Endothelial cells derived from the blood-brain barrier and islets of Langerhans differ in their response to the effects of bilirubin on oxidative stress under hyperglycemic conditions
- Department of Pharmacology, Institute of Drug Research, School of Pharmacy, The Hebrew University of Jerusalem, Jerusalem, Israel
Unconjugated bilirubin (UCB) is a neurotoxic degradation product of heme. Its toxic effects include induction of apoptosis, and ultimately neuronal cell death. However, at low concentrations, UCB is a potent antioxidant that may protect cells and tissues against oxidative stress by neutralizing toxic metabolites such as reactive oxygen species (ROS). High glucose levels (hyperglycemia) generate reactive metabolites. Endothelial cell dysfunction, an early vascular complication in diabetes, has been associated with hyperglycemia-induced oxidative stress. Both glucose and UCB are substrates for transport proteins in microvascular endothelial cells of the blood-brain barrier (BBB). In the current study we show that UCB (1–40 μM) induces apoptosis and reduces survival of bEnd3 cells, a mouse brain endothelial cell line which serves as an in vitro model of the BBB. These deleterious effects of UCB were enhanced in the presence of high glucose (25 mM) levels. Interestingly, the bEnd3 cells exhibited an increased sensitivity to the apoptotic effects of UCB when compared to the MS1 microcapillary endothelial cell line. MS1 cells originate from murine pancreatic islets of Langerhans, and are devoid of the barrier characteristics of BBB-derived endothelial cells. ROS production was increased in both bEnd3 and MS1 cells exposed to high glucose, as compared with cells exposed to normal (5.5 mM) glucose levels. While UCB (0.1–40 μM) did not alter ROS production in cells exposed to normal glucose, relatively low (“physiological”) UCB concentrations (0.1–5 μM) attenuated ROS generation in both cell lines exposed to high glucose levels. Most strikingly, higher UCB concentrations (20–40 μM) increased ROS generation in bEnd3 cells exposed to high glucose, but not in similarly treated MS1 cells. These results may be of critical importance for understanding the vulnerability of the BBB endothelium upon exposure to increasing UCB levels under hyperglycemic conditions.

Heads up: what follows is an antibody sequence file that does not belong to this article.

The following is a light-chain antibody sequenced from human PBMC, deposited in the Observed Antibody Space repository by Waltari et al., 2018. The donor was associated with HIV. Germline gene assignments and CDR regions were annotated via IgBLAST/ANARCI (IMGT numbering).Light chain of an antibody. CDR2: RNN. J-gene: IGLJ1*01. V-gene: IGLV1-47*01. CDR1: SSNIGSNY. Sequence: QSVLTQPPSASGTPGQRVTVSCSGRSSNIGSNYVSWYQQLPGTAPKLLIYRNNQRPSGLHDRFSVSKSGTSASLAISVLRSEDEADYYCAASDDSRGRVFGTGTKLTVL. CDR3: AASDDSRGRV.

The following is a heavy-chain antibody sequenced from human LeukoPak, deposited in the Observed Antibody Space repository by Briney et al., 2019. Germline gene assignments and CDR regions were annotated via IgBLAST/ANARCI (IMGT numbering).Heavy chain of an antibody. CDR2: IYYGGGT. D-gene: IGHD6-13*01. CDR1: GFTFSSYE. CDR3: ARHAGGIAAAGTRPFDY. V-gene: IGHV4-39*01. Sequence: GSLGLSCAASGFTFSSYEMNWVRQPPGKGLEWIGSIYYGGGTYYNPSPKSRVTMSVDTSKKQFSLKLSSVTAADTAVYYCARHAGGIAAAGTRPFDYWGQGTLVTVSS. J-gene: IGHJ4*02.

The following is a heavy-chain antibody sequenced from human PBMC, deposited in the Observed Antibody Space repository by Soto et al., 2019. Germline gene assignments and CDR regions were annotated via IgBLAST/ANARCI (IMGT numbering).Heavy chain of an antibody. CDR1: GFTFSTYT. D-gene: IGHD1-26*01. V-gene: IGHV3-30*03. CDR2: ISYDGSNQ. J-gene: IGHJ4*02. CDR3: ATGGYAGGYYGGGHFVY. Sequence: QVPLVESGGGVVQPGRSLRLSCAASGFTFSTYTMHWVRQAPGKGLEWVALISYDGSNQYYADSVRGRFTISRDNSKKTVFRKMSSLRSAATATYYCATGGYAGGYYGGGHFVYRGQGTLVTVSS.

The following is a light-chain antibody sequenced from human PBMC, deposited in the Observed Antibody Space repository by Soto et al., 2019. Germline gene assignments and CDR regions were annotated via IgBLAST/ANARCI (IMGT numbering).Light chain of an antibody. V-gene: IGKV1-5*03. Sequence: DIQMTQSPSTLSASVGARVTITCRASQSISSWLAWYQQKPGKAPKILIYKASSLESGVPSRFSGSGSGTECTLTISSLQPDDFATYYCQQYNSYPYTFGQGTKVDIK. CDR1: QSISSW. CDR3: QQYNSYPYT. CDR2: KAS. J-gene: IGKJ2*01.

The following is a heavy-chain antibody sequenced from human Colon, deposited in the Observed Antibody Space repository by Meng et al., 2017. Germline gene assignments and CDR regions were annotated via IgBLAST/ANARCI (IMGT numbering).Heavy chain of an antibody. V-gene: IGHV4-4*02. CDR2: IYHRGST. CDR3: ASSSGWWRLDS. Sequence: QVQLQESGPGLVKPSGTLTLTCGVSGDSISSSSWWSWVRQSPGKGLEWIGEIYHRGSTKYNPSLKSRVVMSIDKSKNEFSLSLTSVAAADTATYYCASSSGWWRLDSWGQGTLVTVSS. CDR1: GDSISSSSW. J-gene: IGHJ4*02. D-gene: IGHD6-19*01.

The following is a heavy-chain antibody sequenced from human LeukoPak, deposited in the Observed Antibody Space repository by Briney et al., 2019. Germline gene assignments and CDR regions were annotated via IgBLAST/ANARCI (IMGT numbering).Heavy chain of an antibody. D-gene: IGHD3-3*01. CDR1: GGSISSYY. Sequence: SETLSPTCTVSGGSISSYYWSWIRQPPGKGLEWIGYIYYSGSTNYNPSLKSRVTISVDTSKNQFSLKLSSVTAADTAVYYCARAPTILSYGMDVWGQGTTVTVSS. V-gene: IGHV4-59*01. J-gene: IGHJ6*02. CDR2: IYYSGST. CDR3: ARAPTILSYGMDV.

Keywords: bilirubin, glucose, blood-brain barrier, jaundice, diabetes, apoptosis, oxidative stress, reactive oxygen species
Citation: Kapitulnik J, Benaim C and Sasson S (2012) Endothelial cells derived from the blood-brain barrier and islets of Langerhans differ in their response to the effects of bilirubin on oxidative stress under hyperglycemic conditions. Front. Pharmacol. 3:131. doi: 10.3389/fphar.2012.00131
Received: 23 May 2012; Paper pending published: 11 June 2012;
Accepted: 21 June 2012; Published online: 13 July 2012.
Copyright: © 2012 Kapitulnik, Benaim and Sasson. This is an open-access article distributed under the terms of the Creative Commons Attribution License, which permits use, distribution and reproduction in other forums, provided the original authors and source are credited and subject to any copyright notices concerning any third-party graphics etc.
*Correspondence: Jaime Kapitulnik, Department of Pharmacology, Institute of Drug Research, School of Pharmacy, The Hebrew University of Jerusalem, P.O.B. 12065, Ein Kerem, Jerusalem 91120, Israel. e-mail: email@example.com